Butsudan (仏壇) is a small Buddhist shrine found in Japanese houses and temples. Inside, a religious icon (honzon) sits on the top, surrounded by several Buddhist implements such as incenses, lanterns, candlesticks, flower bases, bells, and so on.
A butsudan used in regular houses is sometimes called onaibutsu (御内仏), to differentiate from the ones placed in temples. Families use their butsudan to place “ihai,” spirit tablets of deceased family members. Butsudan can be installed in many ways. You can have it installed in wall, or as a separate unit.
Depending on households, doors of a butsudan could be open or closed. If you do see a butsudan in someone’s house, do show respect, as it is an important part of their religious beliefs.
Shochū Mimai (暑中見舞い) is a greeting card sent to friends and families during summer. As you know, summer season in Japan could be intensely humid and hot. It’s easy for people to get sick and tired. To soothe such discomfort, Japanese people take this opportunity to send a postcard, ask friends how they are doing, and wish for their pleasant summer.
Traditionally, shochū mimai cards are sent between late July and early August. There’s no restrictions on what kind of designs to send, but it typically includes a season’s greeting “Shochū omimai moushiage-masu (暑中お見舞い申し上げます).”
From Rinkya, we wish you a comfortable summer too!
Obon (お盆) is an annual tradition in Japan during summer to honor spirits of ancestors and deceased. The tradition originates from Buddhist custom commonly known as “ullambana,” which is pronounced in Japanese as “urabon.” The exact date changes depending on the area, but it’s most commonly celebrated on August 15th. Many businesses in Japan take days off around this time (including Rinkya’s shipping department!).
The most fun part of Obon is bon odori (盆踊り) festival. Bon odori is one of the many ways people show respect to the deceased. In this festival, people dance cheerfully to celebrate spirits of the dead that managed to joubutsu, or to go to heaven. Many people dress up in yukata (summer kimono) and enjoy the dance.
Tenugui (手ぬぐい) is a sheet of cotton cloth that is traditionally used for cleaning hands and various other purposes in Japan. It’s often seen in souvenir stores and comes dyed in a variety of designs.
A tenugui is typically 35 cm x 90 cm. Sides are usually not stitched so they’d dry faster.
There are many uses for tenugui. You can of course use it in substitute for a handkerchief and hand towel. You can also use it to cover your hair from sun, wrap it around your neck, at matsuri festivals and traditional sports such as kendo. It also works very nicely as a gift wrap.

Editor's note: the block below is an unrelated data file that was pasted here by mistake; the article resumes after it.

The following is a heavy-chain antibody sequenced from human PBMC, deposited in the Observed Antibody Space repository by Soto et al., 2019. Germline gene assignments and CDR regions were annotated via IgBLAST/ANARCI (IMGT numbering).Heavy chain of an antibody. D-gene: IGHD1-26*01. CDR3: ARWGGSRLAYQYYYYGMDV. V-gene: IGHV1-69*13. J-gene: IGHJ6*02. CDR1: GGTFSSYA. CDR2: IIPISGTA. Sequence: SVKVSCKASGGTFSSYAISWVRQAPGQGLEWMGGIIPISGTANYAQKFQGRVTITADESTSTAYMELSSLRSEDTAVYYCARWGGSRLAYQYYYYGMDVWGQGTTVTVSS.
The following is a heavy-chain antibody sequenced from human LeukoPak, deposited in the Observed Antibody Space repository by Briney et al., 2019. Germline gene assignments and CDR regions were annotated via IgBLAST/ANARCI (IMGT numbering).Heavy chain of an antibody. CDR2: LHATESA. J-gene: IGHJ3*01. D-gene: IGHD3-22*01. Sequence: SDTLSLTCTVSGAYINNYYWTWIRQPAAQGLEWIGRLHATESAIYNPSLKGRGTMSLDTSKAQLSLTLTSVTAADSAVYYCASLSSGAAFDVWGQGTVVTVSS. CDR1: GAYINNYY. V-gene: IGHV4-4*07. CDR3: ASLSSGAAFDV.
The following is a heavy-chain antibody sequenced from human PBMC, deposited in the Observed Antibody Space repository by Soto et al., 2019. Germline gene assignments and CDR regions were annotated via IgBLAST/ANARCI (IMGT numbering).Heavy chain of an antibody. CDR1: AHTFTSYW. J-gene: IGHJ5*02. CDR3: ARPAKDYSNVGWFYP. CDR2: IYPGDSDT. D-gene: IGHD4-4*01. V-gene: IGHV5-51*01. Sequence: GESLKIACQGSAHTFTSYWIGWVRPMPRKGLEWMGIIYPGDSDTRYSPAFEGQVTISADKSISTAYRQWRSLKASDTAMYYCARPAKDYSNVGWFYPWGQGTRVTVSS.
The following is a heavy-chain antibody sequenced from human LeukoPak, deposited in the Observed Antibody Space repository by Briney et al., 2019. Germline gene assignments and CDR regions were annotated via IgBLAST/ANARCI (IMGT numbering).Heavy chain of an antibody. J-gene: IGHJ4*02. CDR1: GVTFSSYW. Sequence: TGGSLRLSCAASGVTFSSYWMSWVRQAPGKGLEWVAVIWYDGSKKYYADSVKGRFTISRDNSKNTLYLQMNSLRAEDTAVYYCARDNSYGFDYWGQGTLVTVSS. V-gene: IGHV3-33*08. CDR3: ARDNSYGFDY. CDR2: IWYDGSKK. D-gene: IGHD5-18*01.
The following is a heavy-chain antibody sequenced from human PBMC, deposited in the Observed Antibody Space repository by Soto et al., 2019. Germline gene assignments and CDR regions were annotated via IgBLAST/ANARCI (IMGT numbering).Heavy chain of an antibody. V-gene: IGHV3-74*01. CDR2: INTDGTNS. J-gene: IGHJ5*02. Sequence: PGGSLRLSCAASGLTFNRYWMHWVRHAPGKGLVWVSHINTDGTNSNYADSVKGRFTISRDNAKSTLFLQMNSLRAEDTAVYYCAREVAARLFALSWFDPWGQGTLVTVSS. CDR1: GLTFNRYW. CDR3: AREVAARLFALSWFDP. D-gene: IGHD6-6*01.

You can wrap a bottle of sake beautifully with a tenugui.
It is pretty in design, unique to Japan, traditional, and usually sold cheaply, making it a perfect souvenir. You can of course use it yourself in everyday life too!
Around this time of a year in Japan, many stores start taking orders for ochugen gifts.
What is ochugen (お中元)?
It’s a Japanese tradition in summer where you send gifts to people whom you’d like to show gratitude to. It’s a custom of saying thanks to the recipients and also showing your intent of keeping good relationship with them in future. It’s basically the summer equivalent of oseibo gifts given at the end of every year.
Ochugen gifts are usually sent to recipients by July 15th in Kanto area and August 15th in Kansai area. Gifts are typically given to their business partners, clients, relatives, special friends, people you owe favors, etc. In many cases, people order presents at retail stores and have the stores ship them to recipients on behalf of the senders. This way, when gifts are fresh food or perishables, you don’t have to worry about them going bad in transit.
Beer is also a popular ochugen gift. It comes in a pretty packaging.
Like oseibo, ochugen gifts are wrapped in special paper called noshi.
Teruteru bōzu is a doll made out of a piece of white paper or cloth. Hanging teruteru bōzu is believed to prevent rain on the next day. Of course, not many people actually believe its credibility, but it’s nevertheless a widely known Japanese superstition, and making of teruteru bōzu provides a fun recreational activity for kids.
Make sure it’s hang in an upright position though. When upside down, it’s believed to cause rain!
May 5th is Children’s Day (also known as Boy’s Day) in Japan.
Traditionally, families raise koinobori, carp-shaped flags, to celebrate the well being of their children.
Custom of raising koinobori was originally started by wealthy samurai families of Edo period.
Carps, according to Chinese legend, are believed to become dragons when they swim upstream in Yellow River. Thus, families prayed for their boys’ strength, health, and success in their career by raising flags that symbolize swimming carps.
Koinobori is also featured in Hiroshige Utagawa’s ukiyo-e print One Hundred Famous Views of Edo. At the time, colorful carps like nishiki goi (or simply a koi) seen today were not prevalent. Thus, only a black, common carp is drawn here.